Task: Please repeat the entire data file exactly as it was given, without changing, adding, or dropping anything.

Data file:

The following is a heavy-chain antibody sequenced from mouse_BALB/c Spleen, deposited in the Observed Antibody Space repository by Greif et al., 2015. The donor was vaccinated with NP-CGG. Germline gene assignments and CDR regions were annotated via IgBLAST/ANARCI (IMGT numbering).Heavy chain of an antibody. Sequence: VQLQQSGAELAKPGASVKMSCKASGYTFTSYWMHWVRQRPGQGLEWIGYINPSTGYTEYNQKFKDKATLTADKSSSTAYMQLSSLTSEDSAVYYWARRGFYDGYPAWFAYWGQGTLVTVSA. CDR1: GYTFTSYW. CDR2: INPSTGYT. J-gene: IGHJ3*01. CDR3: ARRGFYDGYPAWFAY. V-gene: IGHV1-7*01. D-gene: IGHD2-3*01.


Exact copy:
The following is a heavy-chain antibody sequenced from mouse_BALB/c Spleen, deposited in the Observed Antibody Space repository by Greif et al., 2015. The donor was vaccinated with NP-CGG. Germline gene assignments and CDR regions were annotated via IgBLAST/ANARCI (IMGT numbering).Heavy chain of an antibody. Sequence: VQLQQSGAELAKPGASVKMSCKASGYTFTSYWMHWVRQRPGQGLEWIGYINPSTGYTEYNQKFKDKATLTADKSSSTAYMQLSSLTSEDSAVYYWARRGFYDGYPAWFAYWGQGTLVTVSA. CDR1: GYTFTSYW. CDR2: INPSTGYT. J-gene: IGHJ3*01. CDR3: ARRGFYDGYPAWFAY. V-gene: IGHV1-7*01. D-gene: IGHD2-3*01.